Nov 28, 2014

Interview with Daniel

When did you realize that you wanted to become a writer?
Probably in my pre-teen years. I had dreamed of becoming an airplane pilot and was told that commercial pilots worked for a certain number of days and then had the rest of the month off, and I remember thinking, “Oh, then I can write fantasy books during the rest of those days.” It's the first time I can remember thinking it explicitly. The pilot thing gradually got left behind, but writing stories (and poems) took over instead.

Is being an Author all you dreamed of, or did it just happen? The best and worst thing about it?
I dreamed of countless things, and still do. I worked in education for awhile, did some journalism work, considered pursuing a Masters or PhD, probably in Spanish but maybe English Literature or even something else entirely. But really stories and words and the love of language was always behind it all.
The best thing is being able to create. To play with words and form them into something unique. It's what keeps me going, day by day. The worst? The marketing side of things. Growing up, I was always finding myself selling things for fundraisers—school, clubs, Little League, band, read-a-thons, bike-a-thons, hunger walks, etc. I grew so tired of it, and sometimes trying to promote something brings up those old feelings of dread. Even so, there are parts of promotions that I genuinely do enjoy, so I try to focus my efforts on those parts.

What was the very first thing you ever wrote?
That I recall...I wrote a cheesy poem to share at a talent night when my family was camping at this weekend camp thing. No idea how old I was, but I do remember that one of the adults liked it so much he said I should mail him copies of any other poems I wrote, and I know I sent at least one (though I never heard back if he enjoyed it).

What made you create Spire City?  How did it come to you?
An editor for a small press answered a submission saying how much she'd enjoyed opening each file of the book as she read, feeling like she was reading some serialized story like Dickens wrote. The press folded before we signed any contracts, but her comment left a bug in my mind. I decided to write something specifically for serialization, and the Dickens comment right away made me think of a steampunk setting, with orphans and factories and societal conflict. I shied away from an archaic style but kept a lot of the other images that jumped to mind when I thought of Dickens.
After that first spark, I think the idea of infection came next, of a mad scientist's serum that he was deliberately infecting people with, turning them into animals. I'd already written one novellette set in a steampunk city with giant beetles pulling carriages and singers chained to the tops of spires, and I saw how that could fit with the mad science. And the character of Chels grew organically right alongside everything else, her immigrant heritage and the beetle antennae that come from her infection, developing and coming clear as I pieced together all the other bits.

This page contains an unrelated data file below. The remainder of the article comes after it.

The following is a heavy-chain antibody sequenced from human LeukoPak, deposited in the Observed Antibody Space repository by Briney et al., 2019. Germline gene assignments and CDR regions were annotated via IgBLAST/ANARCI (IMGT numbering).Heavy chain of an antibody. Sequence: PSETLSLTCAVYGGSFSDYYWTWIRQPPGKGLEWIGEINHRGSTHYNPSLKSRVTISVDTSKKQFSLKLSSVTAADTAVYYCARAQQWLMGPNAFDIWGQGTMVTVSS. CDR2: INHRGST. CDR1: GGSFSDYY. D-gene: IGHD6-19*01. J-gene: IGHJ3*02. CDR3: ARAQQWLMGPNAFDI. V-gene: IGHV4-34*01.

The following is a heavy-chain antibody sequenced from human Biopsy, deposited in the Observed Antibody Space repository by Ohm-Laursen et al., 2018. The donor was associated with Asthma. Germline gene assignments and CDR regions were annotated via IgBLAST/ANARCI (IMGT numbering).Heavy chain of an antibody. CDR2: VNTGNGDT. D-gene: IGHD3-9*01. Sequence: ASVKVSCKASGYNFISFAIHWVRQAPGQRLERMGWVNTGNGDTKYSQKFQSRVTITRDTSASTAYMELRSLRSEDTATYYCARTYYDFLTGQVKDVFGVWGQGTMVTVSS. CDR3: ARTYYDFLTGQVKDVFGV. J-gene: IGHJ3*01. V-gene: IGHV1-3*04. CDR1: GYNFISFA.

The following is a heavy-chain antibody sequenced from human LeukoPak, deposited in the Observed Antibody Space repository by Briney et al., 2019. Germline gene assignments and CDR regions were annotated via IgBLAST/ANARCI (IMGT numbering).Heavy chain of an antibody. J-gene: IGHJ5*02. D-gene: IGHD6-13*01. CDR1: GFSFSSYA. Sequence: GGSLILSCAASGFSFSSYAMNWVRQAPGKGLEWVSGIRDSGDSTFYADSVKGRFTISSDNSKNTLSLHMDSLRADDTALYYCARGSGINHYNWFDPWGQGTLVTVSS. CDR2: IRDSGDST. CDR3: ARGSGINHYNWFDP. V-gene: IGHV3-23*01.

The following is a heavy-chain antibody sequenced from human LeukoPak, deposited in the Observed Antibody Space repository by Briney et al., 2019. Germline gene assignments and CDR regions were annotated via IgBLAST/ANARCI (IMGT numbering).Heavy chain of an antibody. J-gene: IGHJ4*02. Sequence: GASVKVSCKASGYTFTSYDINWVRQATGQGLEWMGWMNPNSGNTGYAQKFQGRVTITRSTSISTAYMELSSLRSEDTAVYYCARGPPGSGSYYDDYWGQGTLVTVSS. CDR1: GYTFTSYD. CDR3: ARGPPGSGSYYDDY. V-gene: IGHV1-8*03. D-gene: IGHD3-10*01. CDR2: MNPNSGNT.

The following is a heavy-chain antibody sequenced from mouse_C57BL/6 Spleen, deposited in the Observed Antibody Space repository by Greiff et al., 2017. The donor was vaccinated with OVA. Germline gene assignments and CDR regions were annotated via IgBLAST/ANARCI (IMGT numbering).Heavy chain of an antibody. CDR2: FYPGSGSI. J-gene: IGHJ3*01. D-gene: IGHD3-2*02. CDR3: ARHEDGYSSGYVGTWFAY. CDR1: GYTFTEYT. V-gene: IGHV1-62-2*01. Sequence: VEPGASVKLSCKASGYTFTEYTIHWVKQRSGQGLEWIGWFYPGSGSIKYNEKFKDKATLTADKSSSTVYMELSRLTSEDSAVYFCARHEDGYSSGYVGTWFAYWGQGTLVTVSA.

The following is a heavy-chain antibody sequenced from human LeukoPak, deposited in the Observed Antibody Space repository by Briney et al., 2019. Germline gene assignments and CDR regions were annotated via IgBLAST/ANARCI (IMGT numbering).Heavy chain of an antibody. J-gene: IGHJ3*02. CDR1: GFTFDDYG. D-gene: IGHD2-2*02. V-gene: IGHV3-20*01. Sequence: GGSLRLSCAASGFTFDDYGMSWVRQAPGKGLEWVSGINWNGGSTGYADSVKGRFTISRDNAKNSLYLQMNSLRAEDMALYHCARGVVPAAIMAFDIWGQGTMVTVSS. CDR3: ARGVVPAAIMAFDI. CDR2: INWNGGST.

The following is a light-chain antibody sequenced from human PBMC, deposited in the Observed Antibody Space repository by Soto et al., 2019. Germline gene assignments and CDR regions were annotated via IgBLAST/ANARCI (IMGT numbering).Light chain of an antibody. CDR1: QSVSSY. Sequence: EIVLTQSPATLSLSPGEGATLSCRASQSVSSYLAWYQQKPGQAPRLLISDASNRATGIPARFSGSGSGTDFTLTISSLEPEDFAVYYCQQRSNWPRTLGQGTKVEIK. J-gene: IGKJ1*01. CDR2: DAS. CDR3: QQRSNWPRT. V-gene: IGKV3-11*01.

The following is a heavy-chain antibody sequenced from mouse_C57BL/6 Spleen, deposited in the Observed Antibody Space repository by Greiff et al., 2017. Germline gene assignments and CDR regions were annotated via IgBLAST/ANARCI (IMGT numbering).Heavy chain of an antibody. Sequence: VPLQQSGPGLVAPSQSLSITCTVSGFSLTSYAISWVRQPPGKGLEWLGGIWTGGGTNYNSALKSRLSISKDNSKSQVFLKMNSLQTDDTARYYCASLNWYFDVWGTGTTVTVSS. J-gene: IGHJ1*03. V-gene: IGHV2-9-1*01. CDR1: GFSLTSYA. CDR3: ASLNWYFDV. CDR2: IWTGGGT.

Describe your main character in six words.
Orphan girl, identity questions, idealistic, beetle-infected.

Describe the city you’ve created in six words.
Gothic spires, beetle-drawn carriages, steam-powered factories

What are you working on now?
Right now, a bunch of short stories. I just finished a middle grade sort of book that's mostly for my kids. Whether anything more comes from that will depend somewhat on their reaction to reading it. And of course, Spire City continues to be a main focus of my time, with Season Two: Pursued beginning serialization on November 28 and continuing until early August and Season Three: Unwoven following.

Goals? Accomplishments? Improvements?
Really my goals are pretty open-ended: have success in a variety of creative and imaginative ways. I love poetry—my last sale was to Strange Horizons for a poem. I love writing (and reading) short stories and have had a number of those published. And I've written several novels completely unrelated to Spire City, which I'd love to see out there in the world. Plus, I'm very open to other writing opportunities as they come up, which has led to some other fun ways to use words. As long as I can keep creating, keep using my imagination in ways that people find enjoyable, I'll keep doing it.

Are there any authors or books you recommend?
There's a definite New Weird vibe to Spire City. It's not a movement that's easily defined, and the writers most associated with it don't usually consider themselves New Weird writers exactly, but rather writers who've sometimes written works that fall loosely under that umbrella. But it's well worth checking out China Mieville's New Crobuzon books, Steph Swainston's Fourlands books, K. J. Bishop's Etched City, and Jeff VanderMeer's Ambergris books. Really, any books by those writers, whether they're New Weird or not, are worth seeking out. And I can see the influence of works like Leena Krohn's Tainaron and Catherynne Valente's Orphan Tales and even Gene Wolfe's Book of the Long Sun on Spire City.

What's your favorite thing to do when you're not writing?
Read. Be outdoors, especially hiking. I can't exactly combine those two, but I can't really pick one over the other, either. They're equally favorites that balance each other.